In any event, the place had interested me from the beginning. I had been foolish enough to express that interest to my landlord at some point; to which, as always, he’d been ready with his response.
“Of course you’re interested—there’s nothing there,” he’d said, his face slacking in mock exasperation. “It’s an old saying of mine that I used to tell the guests here, when they got inquisitive: ‘There’s nowhere a cat would rather be than a room he’s been shut out of, and nothing a white person likes better than a broken-down old igluvigaq.’”
But it didn’t look so broken-down to me, I’d protested; and anyway, what was an igluvigaq?
“Well, you know what an iglu is, don’t you?” he’d laughed. “A house like that is the same thing, just a little bigger, and a lot harder to warm up. Whoever owns it is probably just waiting for this town to become worth a damn, so he can sell it off. Hope he’s not holding his breath for that! Anyway, it’s not bad for business, since people say it makes my place look safer; but if you ask me, the row ends here. Nobody ever goes to that place.”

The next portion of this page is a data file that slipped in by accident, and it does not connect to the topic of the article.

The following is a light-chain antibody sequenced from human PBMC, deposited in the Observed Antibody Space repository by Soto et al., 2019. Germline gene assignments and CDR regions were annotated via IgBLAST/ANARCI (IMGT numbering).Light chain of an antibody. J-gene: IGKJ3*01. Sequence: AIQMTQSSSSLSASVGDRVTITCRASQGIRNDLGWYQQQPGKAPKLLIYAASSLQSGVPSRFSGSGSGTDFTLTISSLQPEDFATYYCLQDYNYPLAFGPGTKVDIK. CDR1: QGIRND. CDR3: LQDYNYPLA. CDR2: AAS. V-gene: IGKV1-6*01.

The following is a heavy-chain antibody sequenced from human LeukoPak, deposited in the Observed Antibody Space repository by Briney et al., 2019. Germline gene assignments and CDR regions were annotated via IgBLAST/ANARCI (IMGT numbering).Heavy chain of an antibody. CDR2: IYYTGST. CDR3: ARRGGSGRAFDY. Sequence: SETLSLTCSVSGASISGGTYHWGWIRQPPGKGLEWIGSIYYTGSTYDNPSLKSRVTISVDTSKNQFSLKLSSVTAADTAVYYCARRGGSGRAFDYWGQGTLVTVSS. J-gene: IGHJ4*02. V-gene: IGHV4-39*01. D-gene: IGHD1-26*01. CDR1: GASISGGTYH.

I didn’t say anything in response to this, but at the time I’d thought to myself that it was a pretty strange thing for my landlord to tell me. I wondered if he really believed it himself. It had been pretty early in my stay that I’d realized just how many people did go there; and truth be told, for an abandoned house it seemed to be a very popular spot. I never saw anyone visit twice, but there was no shortage of newcomers; nor was it only the usual crowd of teenagers and layabouts that one might have expected to see hanging around such a place. Admittedly, the visitors were all natives, as far as I could tell; but aside from that, they seemed to be of all callings. Most of them, too, were people I’d never seen around town before—which, in a town the size of Mumm, is newsworthy in itself. But the really remarkable thing was, none of them ever went inside the old house, or even tried to. Apparently the visits had some other purpose. One of my side windows gave me a pretty good view of its porch, and part of the front door; and I got to observe what I came to call “the ritual” more than a few times in its entirety.